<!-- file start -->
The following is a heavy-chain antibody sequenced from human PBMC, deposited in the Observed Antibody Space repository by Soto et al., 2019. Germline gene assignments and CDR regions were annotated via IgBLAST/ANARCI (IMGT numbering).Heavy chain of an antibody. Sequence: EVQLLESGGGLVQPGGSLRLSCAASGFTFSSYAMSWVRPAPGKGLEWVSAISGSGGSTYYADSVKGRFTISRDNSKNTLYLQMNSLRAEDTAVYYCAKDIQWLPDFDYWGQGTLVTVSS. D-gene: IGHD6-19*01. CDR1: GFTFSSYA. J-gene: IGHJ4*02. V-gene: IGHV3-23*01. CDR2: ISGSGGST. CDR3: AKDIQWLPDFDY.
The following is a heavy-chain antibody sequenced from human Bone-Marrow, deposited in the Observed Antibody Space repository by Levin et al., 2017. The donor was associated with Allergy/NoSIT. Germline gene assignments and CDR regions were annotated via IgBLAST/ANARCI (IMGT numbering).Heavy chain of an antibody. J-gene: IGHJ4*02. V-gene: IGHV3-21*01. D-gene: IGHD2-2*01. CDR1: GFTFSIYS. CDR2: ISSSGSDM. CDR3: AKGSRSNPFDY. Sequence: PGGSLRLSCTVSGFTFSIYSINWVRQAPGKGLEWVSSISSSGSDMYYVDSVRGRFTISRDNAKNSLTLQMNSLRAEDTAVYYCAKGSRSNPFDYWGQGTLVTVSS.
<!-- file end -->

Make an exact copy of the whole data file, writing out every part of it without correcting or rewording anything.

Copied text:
The following is a heavy-chain antibody sequenced from human PBMC, deposited in the Observed Antibody Space repository by Soto et al., 2019. Germline gene assignments and CDR regions were annotated via IgBLAST/ANARCI (IMGT numbering).Heavy chain of an antibody. Sequence: EVQLLESGGGLVQPGGSLRLSCAASGFTFSSYAMSWVRPAPGKGLEWVSAISGSGGSTYYADSVKGRFTISRDNSKNTLYLQMNSLRAEDTAVYYCAKDIQWLPDFDYWGQGTLVTVSS. D-gene: IGHD6-19*01. CDR1: GFTFSSYA. J-gene: IGHJ4*02. V-gene: IGHV3-23*01. CDR2: ISGSGGST. CDR3: AKDIQWLPDFDY.
The following is a heavy-chain antibody sequenced from human Bone-Marrow, deposited in the Observed Antibody Space repository by Levin et al., 2017. The donor was associated with Allergy/NoSIT. Germline gene assignments and CDR regions were annotated via IgBLAST/ANARCI (IMGT numbering).Heavy chain of an antibody. J-gene: IGHJ4*02. V-gene: IGHV3-21*01. D-gene: IGHD2-2*01. CDR1: GFTFSIYS. CDR2: ISSSGSDM. CDR3: AKGSRSNPFDY. Sequence: PGGSLRLSCTVSGFTFSIYSINWVRQAPGKGLEWVSSISSSGSDMYYVDSVRGRFTISRDNAKNSLTLQMNSLRAEDTAVYYCAKGSRSNPFDYWGQGTLVTVSS.